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    Next up: 30 Seconds or Less: What Would You Tell the Younger You?

    30 Seconds or Less: What Would You Tell the Younger You?

    Let’s say you had a time machine and had the opportunity to go back and talk to the younger version of yourself just as you were venturing out on your business career. The catch: You have no more than 30 seconds to give this person advice. What would you say?

    Let’s say you had a time machine and had the opportunity to go back and talk to the younger version of yourself just as you were venturing out on your business career. The catch: You have no more than 30 seconds to give this person advice. What would you say?

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    We posed this question to attendees of COSE’s Annual Meeting. Watch the video to find out the words of wisdom they wished to impart on their earlier selves. 

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    Next up: 4 Issues to Know in November: A Voting Guide

    4 Issues to Know in November: A Voting Guide

    Voters on November 3rd will be confronted with a bevy of important issues when they arrive at the ballot box. (By the way, early voting has already begun. Contact your County Board of Elections and cast your vote today!) As Election Day draws nearer, COSE is providing the below voting guide to help further explain what the following issues are all about. After careful consideration with the COSE Advocacy Committee and COSE Board, as well as business leaders from around Northeast Ohio, here are COSE’s recommendations on each of the four issues listed below.

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    Voters on November 3rd will be confronted with a bevy of important issues when they arrive at the ballot box. (By the way, early voting has already begun. Contact your County Board of Elections and cast your vote today!) As Election Day draws nearer, COSE is providing the below voting guide to help further explain what the following issues are all about.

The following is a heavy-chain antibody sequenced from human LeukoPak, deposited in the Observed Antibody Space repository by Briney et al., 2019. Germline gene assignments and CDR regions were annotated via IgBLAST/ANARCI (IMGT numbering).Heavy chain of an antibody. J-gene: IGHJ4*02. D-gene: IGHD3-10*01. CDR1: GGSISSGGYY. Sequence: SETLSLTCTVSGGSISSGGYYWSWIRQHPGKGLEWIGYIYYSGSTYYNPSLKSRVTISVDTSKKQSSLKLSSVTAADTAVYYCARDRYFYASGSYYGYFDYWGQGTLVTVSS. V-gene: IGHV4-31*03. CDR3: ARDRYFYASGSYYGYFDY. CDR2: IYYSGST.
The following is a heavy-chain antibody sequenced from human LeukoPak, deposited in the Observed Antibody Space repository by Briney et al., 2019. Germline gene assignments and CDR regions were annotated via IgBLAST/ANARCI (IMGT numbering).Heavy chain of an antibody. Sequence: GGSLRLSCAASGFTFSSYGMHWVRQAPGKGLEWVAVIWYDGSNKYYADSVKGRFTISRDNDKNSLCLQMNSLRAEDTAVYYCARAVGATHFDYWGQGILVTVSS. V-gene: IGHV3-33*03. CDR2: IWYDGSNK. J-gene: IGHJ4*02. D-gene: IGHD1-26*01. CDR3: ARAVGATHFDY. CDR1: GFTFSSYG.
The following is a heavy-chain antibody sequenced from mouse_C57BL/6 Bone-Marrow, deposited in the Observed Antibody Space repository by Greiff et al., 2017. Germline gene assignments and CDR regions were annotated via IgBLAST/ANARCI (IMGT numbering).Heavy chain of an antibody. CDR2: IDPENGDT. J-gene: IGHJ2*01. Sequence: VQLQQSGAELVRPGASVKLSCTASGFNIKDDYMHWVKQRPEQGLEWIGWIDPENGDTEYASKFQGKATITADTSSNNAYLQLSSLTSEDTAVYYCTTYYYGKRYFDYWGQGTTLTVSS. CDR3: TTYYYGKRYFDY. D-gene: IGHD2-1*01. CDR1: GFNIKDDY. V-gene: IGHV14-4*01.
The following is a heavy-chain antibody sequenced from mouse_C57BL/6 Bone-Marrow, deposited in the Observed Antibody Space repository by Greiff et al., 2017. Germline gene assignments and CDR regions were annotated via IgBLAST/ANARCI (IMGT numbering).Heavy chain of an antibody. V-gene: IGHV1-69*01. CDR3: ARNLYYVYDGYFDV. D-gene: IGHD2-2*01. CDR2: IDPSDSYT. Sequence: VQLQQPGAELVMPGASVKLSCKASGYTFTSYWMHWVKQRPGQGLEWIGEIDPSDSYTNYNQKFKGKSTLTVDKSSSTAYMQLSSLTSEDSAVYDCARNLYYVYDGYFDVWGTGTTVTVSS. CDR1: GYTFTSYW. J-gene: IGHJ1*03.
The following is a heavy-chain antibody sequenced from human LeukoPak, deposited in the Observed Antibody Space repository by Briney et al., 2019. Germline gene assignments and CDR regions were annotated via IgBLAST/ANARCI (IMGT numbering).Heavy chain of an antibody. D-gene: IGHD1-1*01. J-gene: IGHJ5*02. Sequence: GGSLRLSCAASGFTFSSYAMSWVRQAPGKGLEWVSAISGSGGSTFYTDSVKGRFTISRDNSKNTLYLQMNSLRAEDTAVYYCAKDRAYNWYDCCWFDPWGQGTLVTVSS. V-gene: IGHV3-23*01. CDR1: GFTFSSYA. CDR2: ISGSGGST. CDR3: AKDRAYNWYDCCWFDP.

After careful consideration with the COSE Advocacy Committee and COSE Board, as well as business leaders from around Northeast Ohio, here are COSE’s recommendations on each of the four issues listed below.

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    Vote NO on Issue 3: Legalized marijuana

    One of the more polarizing issues to be decided was brought forward to grant blanket legalization of marijuana for both medical and recreational use. If passed, this would make Ohio the first state in the country to legalize recreational use and medical use of marijuana at the same time. In the small number of other states that legalized recreational marijuana (four states and the District of Columbia), medical marijuana use laws were in place first before taking the step to legalize recreational use.

    The group pushing for this ballot measure is dubbed “ResponsibleOhio” and is made up of a handful of investors that stand to reap the financial benefits should the issue pass; commercial marijuana would only be grown at 10 sites belonging to these individuals. The marijuana monopoly that Issue 3 would allow for has even caused long-time legalization advocates to publicly oppose it.  But, beyond the questions this proposed Constitutional amendment raises and the unknown effects of legalization, there is also the issue of timing and the fact that the state is ill-prepared to manage the potential repercussions.